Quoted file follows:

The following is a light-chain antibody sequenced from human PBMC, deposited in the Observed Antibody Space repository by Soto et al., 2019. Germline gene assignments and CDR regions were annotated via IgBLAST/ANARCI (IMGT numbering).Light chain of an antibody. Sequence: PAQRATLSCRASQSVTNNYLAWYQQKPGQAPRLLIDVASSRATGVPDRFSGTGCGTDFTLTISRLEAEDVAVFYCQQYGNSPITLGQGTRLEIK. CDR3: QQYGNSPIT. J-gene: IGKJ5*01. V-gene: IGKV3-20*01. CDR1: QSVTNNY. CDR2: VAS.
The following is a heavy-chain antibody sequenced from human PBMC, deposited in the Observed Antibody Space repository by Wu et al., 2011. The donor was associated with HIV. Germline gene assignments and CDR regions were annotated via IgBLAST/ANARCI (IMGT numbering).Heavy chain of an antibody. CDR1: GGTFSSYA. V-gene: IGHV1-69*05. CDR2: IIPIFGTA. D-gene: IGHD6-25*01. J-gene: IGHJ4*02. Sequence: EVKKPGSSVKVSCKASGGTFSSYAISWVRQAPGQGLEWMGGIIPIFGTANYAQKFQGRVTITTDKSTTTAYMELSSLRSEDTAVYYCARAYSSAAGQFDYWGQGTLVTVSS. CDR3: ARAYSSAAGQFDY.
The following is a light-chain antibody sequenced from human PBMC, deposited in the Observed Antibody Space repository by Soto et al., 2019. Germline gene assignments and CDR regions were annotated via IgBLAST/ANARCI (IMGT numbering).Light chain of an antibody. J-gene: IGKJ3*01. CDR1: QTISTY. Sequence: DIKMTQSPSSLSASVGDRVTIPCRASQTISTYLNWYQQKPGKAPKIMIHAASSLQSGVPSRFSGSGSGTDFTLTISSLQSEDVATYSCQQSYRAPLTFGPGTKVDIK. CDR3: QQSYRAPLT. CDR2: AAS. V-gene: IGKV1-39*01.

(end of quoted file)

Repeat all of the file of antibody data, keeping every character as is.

The following is a light-chain antibody sequenced from human PBMC, deposited in the Observed Antibody Space repository by Soto et al., 2019. Germline gene assignments and CDR regions were annotated via IgBLAST/ANARCI (IMGT numbering).Light chain of an antibody. Sequence: PAQRATLSCRASQSVTNNYLAWYQQKPGQAPRLLIDVASSRATGVPDRFSGTGCGTDFTLTISRLEAEDVAVFYCQQYGNSPITLGQGTRLEIK. CDR3: QQYGNSPIT. J-gene: IGKJ5*01. V-gene: IGKV3-20*01. CDR1: QSVTNNY. CDR2: VAS.
The following is a heavy-chain antibody sequenced from human PBMC, deposited in the Observed Antibody Space repository by Wu et al., 2011. The donor was associated with HIV. Germline gene assignments and CDR regions were annotated via IgBLAST/ANARCI (IMGT numbering).Heavy chain of an antibody. CDR1: GGTFSSYA. V-gene: IGHV1-69*05. CDR2: IIPIFGTA. D-gene: IGHD6-25*01. J-gene: IGHJ4*02. Sequence: EVKKPGSSVKVSCKASGGTFSSYAISWVRQAPGQGLEWMGGIIPIFGTANYAQKFQGRVTITTDKSTTTAYMELSSLRSEDTAVYYCARAYSSAAGQFDYWGQGTLVTVSS. CDR3: ARAYSSAAGQFDY.
The following is a light-chain antibody sequenced from human PBMC, deposited in the Observed Antibody Space repository by Soto et al., 2019. Germline gene assignments and CDR regions were annotated via IgBLAST/ANARCI (IMGT numbering).Light chain of an antibody. J-gene: IGKJ3*01. CDR1: QTISTY. Sequence: DIKMTQSPSSLSASVGDRVTIPCRASQTISTYLNWYQQKPGKAPKIMIHAASSLQSGVPSRFSGSGSGTDFTLTISSLQSEDVATYSCQQSYRAPLTFGPGTKVDIK. CDR3: QQSYRAPLT. CDR2: AAS. V-gene: IGKV1-39*01.